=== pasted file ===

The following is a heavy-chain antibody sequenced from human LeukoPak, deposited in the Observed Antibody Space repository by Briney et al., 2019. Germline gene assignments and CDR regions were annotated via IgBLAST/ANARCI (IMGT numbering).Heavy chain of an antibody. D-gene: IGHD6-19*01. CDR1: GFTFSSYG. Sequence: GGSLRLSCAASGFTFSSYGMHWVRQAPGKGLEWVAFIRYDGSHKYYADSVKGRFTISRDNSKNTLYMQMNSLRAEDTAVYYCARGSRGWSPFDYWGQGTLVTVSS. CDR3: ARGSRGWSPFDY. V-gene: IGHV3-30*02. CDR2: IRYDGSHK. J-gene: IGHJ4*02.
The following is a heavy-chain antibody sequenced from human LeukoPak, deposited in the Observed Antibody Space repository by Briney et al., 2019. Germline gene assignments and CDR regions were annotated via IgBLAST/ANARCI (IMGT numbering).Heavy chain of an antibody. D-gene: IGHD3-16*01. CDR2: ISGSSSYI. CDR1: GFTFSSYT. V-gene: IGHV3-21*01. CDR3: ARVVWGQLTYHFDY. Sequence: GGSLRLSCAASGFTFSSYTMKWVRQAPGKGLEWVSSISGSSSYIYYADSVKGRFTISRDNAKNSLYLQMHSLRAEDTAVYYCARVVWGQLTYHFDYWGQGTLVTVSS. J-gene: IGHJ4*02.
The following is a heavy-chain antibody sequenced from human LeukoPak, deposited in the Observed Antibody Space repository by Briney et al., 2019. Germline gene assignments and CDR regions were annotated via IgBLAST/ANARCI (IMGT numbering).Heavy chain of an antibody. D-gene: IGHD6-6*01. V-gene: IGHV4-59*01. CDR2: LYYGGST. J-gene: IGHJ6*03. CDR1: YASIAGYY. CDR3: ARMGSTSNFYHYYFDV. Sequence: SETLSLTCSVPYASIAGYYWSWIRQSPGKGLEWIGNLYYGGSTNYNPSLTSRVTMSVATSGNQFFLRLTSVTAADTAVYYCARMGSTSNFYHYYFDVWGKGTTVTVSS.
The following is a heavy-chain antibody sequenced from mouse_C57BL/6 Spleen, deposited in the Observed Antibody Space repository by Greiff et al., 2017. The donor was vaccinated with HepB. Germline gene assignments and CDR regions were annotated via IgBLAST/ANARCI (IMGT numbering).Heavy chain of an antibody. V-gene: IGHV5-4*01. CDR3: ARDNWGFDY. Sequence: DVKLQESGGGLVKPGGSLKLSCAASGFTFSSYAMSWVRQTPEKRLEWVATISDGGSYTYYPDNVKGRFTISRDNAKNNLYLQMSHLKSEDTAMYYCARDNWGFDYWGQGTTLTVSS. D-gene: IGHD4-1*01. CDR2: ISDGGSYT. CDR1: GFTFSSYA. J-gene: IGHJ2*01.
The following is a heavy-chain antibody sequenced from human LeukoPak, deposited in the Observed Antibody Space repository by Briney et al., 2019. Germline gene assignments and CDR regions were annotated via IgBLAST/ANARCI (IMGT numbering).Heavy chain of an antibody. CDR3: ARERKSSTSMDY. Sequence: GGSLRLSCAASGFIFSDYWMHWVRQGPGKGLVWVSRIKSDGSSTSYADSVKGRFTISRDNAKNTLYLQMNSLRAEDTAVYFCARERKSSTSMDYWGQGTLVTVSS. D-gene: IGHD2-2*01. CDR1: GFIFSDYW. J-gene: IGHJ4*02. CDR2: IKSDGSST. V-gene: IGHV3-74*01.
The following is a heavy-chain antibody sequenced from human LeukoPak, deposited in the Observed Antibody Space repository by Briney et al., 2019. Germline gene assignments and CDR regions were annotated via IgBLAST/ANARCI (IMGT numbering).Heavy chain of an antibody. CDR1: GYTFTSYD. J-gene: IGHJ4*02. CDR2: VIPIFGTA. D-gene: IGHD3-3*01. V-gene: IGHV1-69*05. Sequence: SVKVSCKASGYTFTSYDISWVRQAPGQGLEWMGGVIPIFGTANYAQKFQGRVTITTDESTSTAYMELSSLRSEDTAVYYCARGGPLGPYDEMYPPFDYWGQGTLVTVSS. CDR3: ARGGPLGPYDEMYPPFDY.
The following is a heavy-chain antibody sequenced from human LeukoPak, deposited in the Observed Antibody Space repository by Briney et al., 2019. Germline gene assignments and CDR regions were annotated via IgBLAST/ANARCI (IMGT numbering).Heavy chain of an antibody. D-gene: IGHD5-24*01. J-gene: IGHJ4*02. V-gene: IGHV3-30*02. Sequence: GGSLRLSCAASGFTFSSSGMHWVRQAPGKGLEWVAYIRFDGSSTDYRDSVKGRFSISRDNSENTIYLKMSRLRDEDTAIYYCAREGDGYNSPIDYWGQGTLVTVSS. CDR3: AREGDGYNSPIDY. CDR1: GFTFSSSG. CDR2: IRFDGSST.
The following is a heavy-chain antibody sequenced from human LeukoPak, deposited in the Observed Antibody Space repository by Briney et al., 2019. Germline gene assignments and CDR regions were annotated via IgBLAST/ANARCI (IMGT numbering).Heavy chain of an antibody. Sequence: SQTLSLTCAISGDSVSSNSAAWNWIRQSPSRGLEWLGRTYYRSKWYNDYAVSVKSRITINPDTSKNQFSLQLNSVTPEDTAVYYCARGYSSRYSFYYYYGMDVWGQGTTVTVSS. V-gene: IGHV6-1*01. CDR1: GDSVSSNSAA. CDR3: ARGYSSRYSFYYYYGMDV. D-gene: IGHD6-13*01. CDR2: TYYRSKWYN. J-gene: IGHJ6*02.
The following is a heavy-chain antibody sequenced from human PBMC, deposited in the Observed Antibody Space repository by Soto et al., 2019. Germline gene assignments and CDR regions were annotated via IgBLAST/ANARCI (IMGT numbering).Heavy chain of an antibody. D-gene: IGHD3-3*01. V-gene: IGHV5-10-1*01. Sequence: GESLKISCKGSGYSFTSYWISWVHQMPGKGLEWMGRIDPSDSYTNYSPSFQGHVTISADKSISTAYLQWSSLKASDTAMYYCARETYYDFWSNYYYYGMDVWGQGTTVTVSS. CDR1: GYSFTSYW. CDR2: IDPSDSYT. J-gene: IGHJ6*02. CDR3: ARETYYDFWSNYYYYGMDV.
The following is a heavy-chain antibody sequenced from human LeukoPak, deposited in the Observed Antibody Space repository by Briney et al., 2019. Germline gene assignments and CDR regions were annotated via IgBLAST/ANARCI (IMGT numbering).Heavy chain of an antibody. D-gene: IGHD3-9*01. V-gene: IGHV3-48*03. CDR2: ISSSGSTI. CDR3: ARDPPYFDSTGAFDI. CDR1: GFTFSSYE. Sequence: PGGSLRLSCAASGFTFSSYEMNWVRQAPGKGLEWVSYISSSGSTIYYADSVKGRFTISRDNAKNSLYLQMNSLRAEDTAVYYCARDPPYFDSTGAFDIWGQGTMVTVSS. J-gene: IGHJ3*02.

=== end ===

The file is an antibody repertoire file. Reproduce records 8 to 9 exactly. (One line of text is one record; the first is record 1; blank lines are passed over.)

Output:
The following is a heavy-chain antibody sequenced from human LeukoPak, deposited in the Observed Antibody Space repository by Briney et al., 2019. Germline gene assignments and CDR regions were annotated via IgBLAST/ANARCI (IMGT numbering).Heavy chain of an antibody. Sequence: SQTLSLTCAISGDSVSSNSAAWNWIRQSPSRGLEWLGRTYYRSKWYNDYAVSVKSRITINPDTSKNQFSLQLNSVTPEDTAVYYCARGYSSRYSFYYYYGMDVWGQGTTVTVSS. V-gene: IGHV6-1*01. CDR1: GDSVSSNSAA. CDR3: ARGYSSRYSFYYYYGMDV. D-gene: IGHD6-13*01. CDR2: TYYRSKWYN. J-gene: IGHJ6*02.
The following is a heavy-chain antibody sequenced from human PBMC, deposited in the Observed Antibody Space repository by Soto et al., 2019. Germline gene assignments and CDR regions were annotated via IgBLAST/ANARCI (IMGT numbering).Heavy chain of an antibody. D-gene: IGHD3-3*01. V-gene: IGHV5-10-1*01. Sequence: GESLKISCKGSGYSFTSYWISWVHQMPGKGLEWMGRIDPSDSYTNYSPSFQGHVTISADKSISTAYLQWSSLKASDTAMYYCARETYYDFWSNYYYYGMDVWGQGTTVTVSS. CDR1: GYSFTSYW. CDR2: IDPSDSYT. J-gene: IGHJ6*02. CDR3: ARETYYDFWSNYYYYGMDV.